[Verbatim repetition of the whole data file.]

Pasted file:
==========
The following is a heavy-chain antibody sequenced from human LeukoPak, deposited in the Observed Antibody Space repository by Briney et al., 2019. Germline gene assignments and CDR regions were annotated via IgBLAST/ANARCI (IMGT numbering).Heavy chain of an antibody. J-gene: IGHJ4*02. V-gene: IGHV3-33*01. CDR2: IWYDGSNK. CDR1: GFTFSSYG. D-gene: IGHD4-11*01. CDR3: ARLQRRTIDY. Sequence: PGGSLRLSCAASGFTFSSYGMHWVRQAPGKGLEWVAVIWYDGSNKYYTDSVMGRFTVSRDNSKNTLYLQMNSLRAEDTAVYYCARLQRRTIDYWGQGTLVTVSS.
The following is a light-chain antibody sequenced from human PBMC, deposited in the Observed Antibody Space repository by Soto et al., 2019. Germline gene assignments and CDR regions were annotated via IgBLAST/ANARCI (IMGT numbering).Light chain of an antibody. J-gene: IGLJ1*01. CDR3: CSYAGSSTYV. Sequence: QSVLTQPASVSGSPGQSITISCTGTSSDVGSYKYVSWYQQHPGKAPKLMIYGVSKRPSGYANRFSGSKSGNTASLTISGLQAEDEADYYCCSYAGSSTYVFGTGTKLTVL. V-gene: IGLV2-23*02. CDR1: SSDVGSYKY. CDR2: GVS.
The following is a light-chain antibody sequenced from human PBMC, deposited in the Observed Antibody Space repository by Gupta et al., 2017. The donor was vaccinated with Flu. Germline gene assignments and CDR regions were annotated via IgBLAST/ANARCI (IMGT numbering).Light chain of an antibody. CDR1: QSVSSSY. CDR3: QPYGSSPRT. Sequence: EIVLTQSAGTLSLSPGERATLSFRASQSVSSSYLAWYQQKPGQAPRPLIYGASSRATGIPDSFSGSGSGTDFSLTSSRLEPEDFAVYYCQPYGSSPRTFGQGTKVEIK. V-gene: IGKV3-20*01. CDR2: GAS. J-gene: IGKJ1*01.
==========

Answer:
The following is a heavy-chain antibody sequenced from human LeukoPak, deposited in the Observed Antibody Space repository by Briney et al., 2019. Germline gene assignments and CDR regions were annotated via IgBLAST/ANARCI (IMGT numbering).Heavy chain of an antibody. J-gene: IGHJ4*02. V-gene: IGHV3-33*01. CDR2: IWYDGSNK. CDR1: GFTFSSYG. D-gene: IGHD4-11*01. CDR3: ARLQRRTIDY. Sequence: PGGSLRLSCAASGFTFSSYGMHWVRQAPGKGLEWVAVIWYDGSNKYYTDSVMGRFTVSRDNSKNTLYLQMNSLRAEDTAVYYCARLQRRTIDYWGQGTLVTVSS.
The following is a light-chain antibody sequenced from human PBMC, deposited in the Observed Antibody Space repository by Soto et al., 2019. Germline gene assignments and CDR regions were annotated via IgBLAST/ANARCI (IMGT numbering).Light chain of an antibody. J-gene: IGLJ1*01. CDR3: CSYAGSSTYV. Sequence: QSVLTQPASVSGSPGQSITISCTGTSSDVGSYKYVSWYQQHPGKAPKLMIYGVSKRPSGYANRFSGSKSGNTASLTISGLQAEDEADYYCCSYAGSSTYVFGTGTKLTVL. V-gene: IGLV2-23*02. CDR1: SSDVGSYKY. CDR2: GVS.
The following is a light-chain antibody sequenced from human PBMC, deposited in the Observed Antibody Space repository by Gupta et al., 2017. The donor was vaccinated with Flu. Germline gene assignments and CDR regions were annotated via IgBLAST/ANARCI (IMGT numbering).Light chain of an antibody. CDR1: QSVSSSY. CDR3: QPYGSSPRT. Sequence: EIVLTQSAGTLSLSPGERATLSFRASQSVSSSYLAWYQQKPGQAPRPLIYGASSRATGIPDSFSGSGSGTDFSLTSSRLEPEDFAVYYCQPYGSSPRTFGQGTKVEIK. V-gene: IGKV3-20*01. CDR2: GAS. J-gene: IGKJ1*01.